Iran says to cooperate with IAEA on inspection of 2nd nuke facility

Iran vowed to ''fully and immediately'' cooperate with the U.N. nuclear watchdog as the country held talks with six world powers in Geneva on Thursday over Tehran's nuclear program.

EU foreign policy chief Javier Solana told a news conference after the high-profile meeting that Iran is prepared to invite International Atomic Energy Agency experts to inspect its newly revealed uranium enrichment facility.

''I and all the representatives of the six countries were united in underlining the importance of fully transparency and of rebuilding confidence through practical steps,'' Solana said.

Iran and the six counties -- meeting here for the first time since July last year -- also agreed to hold another round of talks by the end of October, Solana said. The previous meeting did not produce tangible results.

Representatives of the five permanent members of the U.N. Security Council -- Britain, China, France, Russia and the United States -- plus Germany met with top Iranian nuclear negotiator Saeed Jalili here on the heels of the recent revelation of a second nuclear facility in Iran.

Russian state television quoted a senior foreign ministry official as saying IAEA chief Mohamed ElBaradei will visit Iran possibly Saturday.

In Washington, U.S. President Barack Obama hailed Iran's stated pledge to work with the IAEA as ''a constructive beginning.''

''But it must be followed with constructive action by the Iranian government,'' Obama told reporters at the White House.

''The Iranian government heard a clear and unified message from the international community in Geneva,'' the president said. ''Iran must demonstrate, through concrete steps, that it will live up to its responsibilities with regard to its nuclear program.''

Meanwhile, the U.S. State Department said Undersecretary of State for Political Affairs William Burns held a bilateral meeting with Iran's nuclear negotiator Jalili on the sidelines of the talks between Teheran and the six world powers.

The meeting marked the highest-level direct contact between the United States and Iran since the two countries severed their diplomatic ties in 1980.

State Department spokesman Ian Kelly told a news briefing later Thursday that Burns urged Iran to take ''concrete steps toward more transparency and steps that are consistent with Iran's international obligations.''

Reuters quoted Iranian state television as reporting that Jalili told his counterparts in Geneva that Iran would not give up its ''certain rights'' to pursue peaceful nuclear energy.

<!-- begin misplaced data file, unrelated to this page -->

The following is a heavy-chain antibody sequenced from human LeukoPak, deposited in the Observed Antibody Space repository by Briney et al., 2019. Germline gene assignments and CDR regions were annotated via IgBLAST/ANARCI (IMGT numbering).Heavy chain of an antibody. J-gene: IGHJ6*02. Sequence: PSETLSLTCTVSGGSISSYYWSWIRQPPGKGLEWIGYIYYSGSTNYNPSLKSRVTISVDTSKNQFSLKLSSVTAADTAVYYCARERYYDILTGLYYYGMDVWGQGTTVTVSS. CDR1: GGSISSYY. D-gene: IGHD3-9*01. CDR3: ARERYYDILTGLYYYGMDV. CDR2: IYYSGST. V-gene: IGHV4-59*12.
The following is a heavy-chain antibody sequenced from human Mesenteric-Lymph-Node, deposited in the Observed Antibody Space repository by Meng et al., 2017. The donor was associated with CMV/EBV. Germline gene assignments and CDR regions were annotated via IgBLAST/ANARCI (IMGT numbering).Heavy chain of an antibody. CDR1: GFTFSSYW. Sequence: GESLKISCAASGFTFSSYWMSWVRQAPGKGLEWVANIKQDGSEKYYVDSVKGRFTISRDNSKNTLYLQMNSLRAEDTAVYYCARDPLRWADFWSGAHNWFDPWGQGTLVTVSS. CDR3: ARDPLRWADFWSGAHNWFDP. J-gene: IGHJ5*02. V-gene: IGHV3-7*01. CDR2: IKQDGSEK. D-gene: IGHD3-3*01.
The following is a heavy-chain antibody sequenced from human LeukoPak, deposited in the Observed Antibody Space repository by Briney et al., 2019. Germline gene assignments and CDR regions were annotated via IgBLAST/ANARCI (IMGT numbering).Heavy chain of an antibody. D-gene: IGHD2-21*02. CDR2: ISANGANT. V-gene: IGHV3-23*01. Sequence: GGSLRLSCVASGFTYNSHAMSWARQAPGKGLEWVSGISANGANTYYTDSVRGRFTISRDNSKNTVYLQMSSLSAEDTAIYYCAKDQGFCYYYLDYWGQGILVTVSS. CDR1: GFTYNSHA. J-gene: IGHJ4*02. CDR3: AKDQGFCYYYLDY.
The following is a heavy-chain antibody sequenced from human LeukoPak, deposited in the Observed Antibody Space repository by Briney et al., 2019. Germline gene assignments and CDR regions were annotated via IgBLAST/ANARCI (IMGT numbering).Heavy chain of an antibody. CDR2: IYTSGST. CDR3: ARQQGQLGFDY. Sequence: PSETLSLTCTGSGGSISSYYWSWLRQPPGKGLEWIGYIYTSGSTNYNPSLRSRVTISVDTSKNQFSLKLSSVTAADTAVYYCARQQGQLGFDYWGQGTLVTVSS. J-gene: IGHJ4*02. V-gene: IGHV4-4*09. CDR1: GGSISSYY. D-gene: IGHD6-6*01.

Burns told the Iranian negotiator that ''We recognize that Iran has certain rights. But with those rights come responsibilities,'' according to Kelly.

Kelly said Iran promised to the six countries that the country will invite IAEA experts to inspect the new nuclear facility near Qom ''in the next few weeks.''

The six countries agreed in principle to transport low-enriched uranium produced in Iran to third countries for further enrichment designed for medical applications, Kelly said. ''This regards producing isotopes for medical applications. And the details of this will be worked out among experts at the IAEA in Vienna on Oct. 18.''

U.S. President Obama and the leaders of Britain and France denounced Iran last week for secretly constructing a second uranium enrichment plant and urged Tehran to come clean about its nuclear program as soon as possible.

Obama, British Prime Minister Gordon Brown and French President Nicolas Sarkozy made the pitch together when they met in Pittsburgh on the sidelines of a financial summit of the Group of 20 advanced and emerging economies.

After the summit, Obama said Iran must unveil all the details of its nuclear program at its talks in Geneva with the six major powers.

Meanwhile, Iranian President Mahmoud Ahmadinejad claimed last Friday that a second uranium enrichment plant is completely legal under the U.N. nuclear watchdog's rules, brushing off criticism from Obama and other leaders.

Before the revelation of the second facility, the existence of only one enrichment plant was known. That plant, located in Natanz, is under IAEA surveillance.

Iran, currently under three sets of sanctions, is continuing uranium enrichment activities despite a resolution the U.N. Security Council adopted urging the country to suspend enrichment.

Western countries are concerned that Iran is trying to build a nuclear bomb. Tehran claims its enrichment activities are exclusively for peaceful purposes.

Tehran has repeatedly said that it will not negotiate away its ''right'' to its nuclear program.

(Distributed by Kyodo News on Oct. 1, 2009)